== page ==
* FiringInTheAirAlot: [[spoiler: Rupert]] does this at the end [[spoiler: to call the authorities.]]
* ForTheEvulz: Brandon's motivation.
* GettingCrapPastTheRadar: It's pretty clear that Brandon and Phillip are in a relationship, even considering the strict censorship of the time. That said, this was apparently clearer in the play.
* GodwinsLaw: A discussion of Nietzsche and Brandon believing in the concept of supermen prompts the response "so did Hitler" from David's father.
* GuiltRiddenAccomplice: Phillip.
* GunStruggle: Between [[spoiler: Rupert and Phillip]]
* HaveAGayOldTime:
** "I just couldn't be the gay girl anymore".
** "How queer".
** Given the homosexual subtext, this may be intentional.
* HeelFaceTurn: Rupert does one at the end. Although...Jimmy Stewart could never really ''be'' a heel, anyhow.
* HollywoodOld: Jimmy Stewart is greyed at the temples, but it's still obvious he's the same age as his supposed former students.
* INeedAFreakingDrink: Several characters
* InspiredBy: The story was inspired by a real-life murder committed by Leopold and Loeb.
* InsufferableGenius: Brandon. He puts on as elaborate a display he can of the murder as part of a joke only he'll enjoy. Phillip calls him out on this, accusing him of secretly wanting to get caught just so he can boast about how cleverly he committed the act.
* MacGuffin: It's Hitch, so it's pretty much required. In this case, it's David's body.
* MissingTrailerScene: The film was originally meant to open with a scene of Janet and David in Central Park but that was cut and put in the trailer instead.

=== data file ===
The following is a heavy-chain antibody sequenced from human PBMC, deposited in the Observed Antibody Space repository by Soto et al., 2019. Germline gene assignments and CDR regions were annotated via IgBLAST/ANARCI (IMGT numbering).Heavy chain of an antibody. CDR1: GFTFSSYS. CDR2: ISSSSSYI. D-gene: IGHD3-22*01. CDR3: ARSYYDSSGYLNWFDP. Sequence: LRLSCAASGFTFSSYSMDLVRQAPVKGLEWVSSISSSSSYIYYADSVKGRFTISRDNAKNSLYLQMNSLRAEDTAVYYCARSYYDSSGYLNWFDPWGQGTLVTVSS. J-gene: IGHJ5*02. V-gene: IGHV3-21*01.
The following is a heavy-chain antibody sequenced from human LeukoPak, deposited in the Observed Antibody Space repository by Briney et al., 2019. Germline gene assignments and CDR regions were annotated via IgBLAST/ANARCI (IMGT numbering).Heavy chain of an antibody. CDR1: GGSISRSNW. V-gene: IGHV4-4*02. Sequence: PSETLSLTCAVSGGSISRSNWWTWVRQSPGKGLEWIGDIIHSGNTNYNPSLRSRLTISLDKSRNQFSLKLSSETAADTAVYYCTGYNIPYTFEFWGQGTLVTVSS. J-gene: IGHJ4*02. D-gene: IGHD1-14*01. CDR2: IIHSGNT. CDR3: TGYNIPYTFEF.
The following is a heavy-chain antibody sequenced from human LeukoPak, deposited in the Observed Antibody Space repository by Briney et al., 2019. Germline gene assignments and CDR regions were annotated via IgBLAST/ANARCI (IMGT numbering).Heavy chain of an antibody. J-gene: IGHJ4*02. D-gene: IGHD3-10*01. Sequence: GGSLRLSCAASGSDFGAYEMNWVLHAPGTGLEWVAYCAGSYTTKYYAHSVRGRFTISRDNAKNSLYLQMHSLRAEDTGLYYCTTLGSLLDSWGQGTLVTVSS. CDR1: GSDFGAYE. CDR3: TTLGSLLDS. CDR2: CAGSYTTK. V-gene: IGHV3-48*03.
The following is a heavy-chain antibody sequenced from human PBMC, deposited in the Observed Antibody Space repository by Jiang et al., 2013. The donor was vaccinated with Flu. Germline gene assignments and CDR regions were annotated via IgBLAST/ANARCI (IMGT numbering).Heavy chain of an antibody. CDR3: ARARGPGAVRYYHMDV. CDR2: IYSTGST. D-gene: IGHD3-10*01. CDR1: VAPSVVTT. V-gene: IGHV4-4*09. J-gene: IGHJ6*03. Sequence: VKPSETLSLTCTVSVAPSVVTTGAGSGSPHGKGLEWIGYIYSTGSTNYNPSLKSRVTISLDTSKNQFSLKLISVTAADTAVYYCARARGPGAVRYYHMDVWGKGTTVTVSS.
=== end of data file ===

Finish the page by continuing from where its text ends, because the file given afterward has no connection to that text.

* NietzscheWannabe: Our two "heroes" decide that David's "inferiority" justifies his death. Rupert Cadell also counts, considering the murder was inspired by his rhetoric, but he [[spoiler: [[MyGodWhatHaveIDone renounces his way of thinking once he realizes what happened.]]]]
* TheOner: Hitchcock wanted to make the film one long, continuous shot. Sadly, this wasn't feasible with the technology of the time: film would run out after about ten minutes, so the camera would zoom in on some person or something, and zoom out when it cuts. But because film reels in the cinema would run out after ten minutes and need to be changed over, some cuts are straightforward and normal.
* ThePerfectCrime: Brandon brags that it is "the perfect murder", which leads to him being so cocky about it.
* PlayingAgainstType: James Stewart as Rupert Cadell.
* TheReasonYouSuckSpeech: [[spoiler: Rupert]] gives a big one to [[spoiler: Brandon]] ([[MyGodWhatHaveIDone and partially himself]]) when the latter tries to [[spoiler: justify David's murder with [[NietzscheWannabe Rupert's rhetoric]].]]
* ReverseWhodunnit: We know the two are guilty; the only question is if they can get away with it.
* RippedFromTheHeadlines: The stage play from which the movie was adapted was inspired by the infamous Leopold and Loeb murder case from 1924. Another fictionalized version would come about a decade later with Richard Fleischer's ''Compulsion''.
* ShoutOut: Janet's and Mrs. Atwater's conversation about Creator/CaryGrant and Creator/IngridBergman starring in a movie with a OneWordTitle that neither Janet nor Mrs. Atwater can remember might refer to ''Film/{{Notorious}}''.
** Mrs. Atwater also sings the praises of actor James Mason ("So attractively sinister!")... who, a decade later, would appear as a villain in Hitchcock's ''Film/NorthByNorthwest''.
* SissyVillain: Brandon and Phillip.
** [[http://www.youtube.com/watch?v=XHhBXg-QTfY Made all too obvious in this Youtube rework.]] The fun start 2 minutes in.
* SmugSnake: Brandon. Brandon. And [[RuleOfThree Brandon]].
* SpannerInTheWorks: Rupert Cadell.
* TrailersAlwaysSpoil: The trailer shows [[spoiler: the final scene of Rupert finding out about David's murder]] thus eliminating a lot of the suspense.
* VillainOpeningScene
* WhatCouldHaveBeen: Creator/CaryGrant was the original choice to play Rupert Cadell but he turned it down, and the part went to James Stewart instead.
----